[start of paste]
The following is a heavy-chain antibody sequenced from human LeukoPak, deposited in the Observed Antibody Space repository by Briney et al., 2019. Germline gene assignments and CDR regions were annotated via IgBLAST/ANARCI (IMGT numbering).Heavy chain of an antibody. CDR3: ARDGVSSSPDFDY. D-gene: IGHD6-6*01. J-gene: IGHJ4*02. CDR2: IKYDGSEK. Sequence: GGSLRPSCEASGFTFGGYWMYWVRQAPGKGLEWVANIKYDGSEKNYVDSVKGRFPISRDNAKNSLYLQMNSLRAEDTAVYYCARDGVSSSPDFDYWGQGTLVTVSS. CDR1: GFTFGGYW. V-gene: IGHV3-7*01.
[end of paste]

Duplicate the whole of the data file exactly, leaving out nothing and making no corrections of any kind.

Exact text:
The following is a heavy-chain antibody sequenced from human LeukoPak, deposited in the Observed Antibody Space repository by Briney et al., 2019. Germline gene assignments and CDR regions were annotated via IgBLAST/ANARCI (IMGT numbering).Heavy chain of an antibody. CDR3: ARDGVSSSPDFDY. D-gene: IGHD6-6*01. J-gene: IGHJ4*02. CDR2: IKYDGSEK. Sequence: GGSLRPSCEASGFTFGGYWMYWVRQAPGKGLEWVANIKYDGSEKNYVDSVKGRFPISRDNAKNSLYLQMNSLRAEDTAVYYCARDGVSSSPDFDYWGQGTLVTVSS. CDR1: GFTFGGYW. V-gene: IGHV3-7*01.